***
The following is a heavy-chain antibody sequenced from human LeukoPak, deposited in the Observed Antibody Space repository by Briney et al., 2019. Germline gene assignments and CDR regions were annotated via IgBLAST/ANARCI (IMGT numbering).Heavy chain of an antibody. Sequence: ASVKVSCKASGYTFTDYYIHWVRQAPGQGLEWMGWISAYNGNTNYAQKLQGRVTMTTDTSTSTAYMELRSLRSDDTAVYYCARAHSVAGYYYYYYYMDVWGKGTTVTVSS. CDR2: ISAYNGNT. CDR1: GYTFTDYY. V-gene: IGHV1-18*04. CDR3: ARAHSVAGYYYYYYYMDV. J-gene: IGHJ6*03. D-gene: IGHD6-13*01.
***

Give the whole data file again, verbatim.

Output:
The following is a heavy-chain antibody sequenced from human LeukoPak, deposited in the Observed Antibody Space repository by Briney et al., 2019. Germline gene assignments and CDR regions were annotated via IgBLAST/ANARCI (IMGT numbering).Heavy chain of an antibody. Sequence: ASVKVSCKASGYTFTDYYIHWVRQAPGQGLEWMGWISAYNGNTNYAQKLQGRVTMTTDTSTSTAYMELRSLRSDDTAVYYCARAHSVAGYYYYYYYMDVWGKGTTVTVSS. CDR2: ISAYNGNT. CDR1: GYTFTDYY. V-gene: IGHV1-18*04. CDR3: ARAHSVAGYYYYYYYMDV. J-gene: IGHJ6*03. D-gene: IGHD6-13*01.